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Column: Merion, the little course that could, did.
When he tapped in for par at No. 18, he looked up at the sky in tribute to his father, kissed the golf ball he pulled from the cup, doffed his cap briefly and then waited to see whether Mickelson, playing in the final group behind him, could birdie a hole that hadn’t yielded even one the last two days.
But in a nice bit of serendipity, a few moments earlier as he stood in the 18th fairway, Rose was only five paces behind the bronze plaque embedded there to recall the famous 1-iron that Ben Hogan hit here in 1950 to earn a spot in a playoff he won the next day.
Six decades later, for all the things that have changed in the game, the demands on a champion were the same: one solidly struck iron shot, two putts.
“It’s hard not to play Merion and envision yourself hitting the shot that Hogan did,” Rose recalled. “And even in the moment today, that was not lost on me. When I walked over the hill and saw my drive sitting perfectly in the middle of the fairway, with the sun coming out, it was kind of almost fitting. …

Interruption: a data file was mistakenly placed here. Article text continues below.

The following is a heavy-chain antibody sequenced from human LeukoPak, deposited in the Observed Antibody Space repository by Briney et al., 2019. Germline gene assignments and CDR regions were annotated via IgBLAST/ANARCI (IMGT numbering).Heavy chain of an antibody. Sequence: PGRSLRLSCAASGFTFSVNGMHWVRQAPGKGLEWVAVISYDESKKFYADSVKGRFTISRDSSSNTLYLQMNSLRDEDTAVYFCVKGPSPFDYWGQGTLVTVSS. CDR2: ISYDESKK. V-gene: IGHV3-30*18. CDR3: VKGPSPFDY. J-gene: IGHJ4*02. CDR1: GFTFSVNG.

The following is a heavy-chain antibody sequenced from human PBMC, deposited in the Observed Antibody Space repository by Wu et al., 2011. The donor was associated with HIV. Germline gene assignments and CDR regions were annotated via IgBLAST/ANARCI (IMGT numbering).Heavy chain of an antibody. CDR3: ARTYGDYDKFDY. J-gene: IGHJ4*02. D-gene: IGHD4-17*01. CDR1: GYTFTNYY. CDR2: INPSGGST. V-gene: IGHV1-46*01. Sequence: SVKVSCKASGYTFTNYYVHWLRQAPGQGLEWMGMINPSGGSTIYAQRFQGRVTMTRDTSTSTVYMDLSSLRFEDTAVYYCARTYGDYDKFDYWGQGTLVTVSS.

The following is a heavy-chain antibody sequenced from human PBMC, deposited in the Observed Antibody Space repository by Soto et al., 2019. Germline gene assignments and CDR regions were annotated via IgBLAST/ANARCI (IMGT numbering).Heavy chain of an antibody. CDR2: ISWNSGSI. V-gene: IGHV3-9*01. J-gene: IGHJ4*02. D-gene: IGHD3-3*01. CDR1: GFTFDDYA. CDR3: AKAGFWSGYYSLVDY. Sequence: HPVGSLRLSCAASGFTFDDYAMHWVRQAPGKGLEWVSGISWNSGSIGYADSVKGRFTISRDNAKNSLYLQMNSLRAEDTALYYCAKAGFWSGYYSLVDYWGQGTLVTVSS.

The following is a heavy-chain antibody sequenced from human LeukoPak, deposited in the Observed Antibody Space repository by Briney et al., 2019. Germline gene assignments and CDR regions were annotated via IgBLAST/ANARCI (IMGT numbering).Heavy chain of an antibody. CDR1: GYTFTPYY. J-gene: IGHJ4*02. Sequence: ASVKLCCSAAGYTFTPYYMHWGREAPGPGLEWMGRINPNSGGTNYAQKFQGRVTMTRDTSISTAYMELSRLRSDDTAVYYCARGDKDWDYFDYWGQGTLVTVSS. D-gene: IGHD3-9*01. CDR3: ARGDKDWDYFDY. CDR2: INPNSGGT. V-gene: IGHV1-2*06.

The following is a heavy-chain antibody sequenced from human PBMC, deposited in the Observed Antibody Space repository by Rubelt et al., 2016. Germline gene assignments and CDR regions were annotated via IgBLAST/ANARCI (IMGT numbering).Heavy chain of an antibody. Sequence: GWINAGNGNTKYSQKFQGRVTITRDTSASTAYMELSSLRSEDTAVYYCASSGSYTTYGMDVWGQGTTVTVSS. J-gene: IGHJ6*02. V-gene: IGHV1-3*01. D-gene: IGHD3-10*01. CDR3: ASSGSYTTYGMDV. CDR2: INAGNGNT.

“So I felt like I did myself justice,” he added, “and probably put enough of a good swing where Ben Hogan might have thought it was a decent shot too.”
Endorsements flowed in from other quarters, too. Rose, Mickelson, Woods, Day and just about every other contender interviewed Sunday said they would welcome the chance to come back for another major, stand in Hogan’s spikes and see if they measured up.
Many in the golf community viewed this visit to Merion as a referendum of sorts on whether some of the game’s other grand old venues _ perhaps Chicago Golf Club, Riviera and The Country Club _ would get the chance to face the test of time as well.
Standing alongside the 18th green just ahead of the trophy presentation, Tom O'Toole, chairman of the USGA’s championship committee, wasn’t prepared to commit to any site beyond those already awarded through 2020.
“The question with Merion was always whether the other things that go into staging an Open _ infrastructure, logistics, those things mostly _ would work out. It took a lot of creativity,” he said.
“The naysayers dominated the early part of that conversation,” O’Toole added. “But they’ve gone by the wayside now.”
Jim Litke is a national sports columnist for The Associated Press. Write to him at jlitke(at)ap.org and follow him at Twitter.com/JimLitke.
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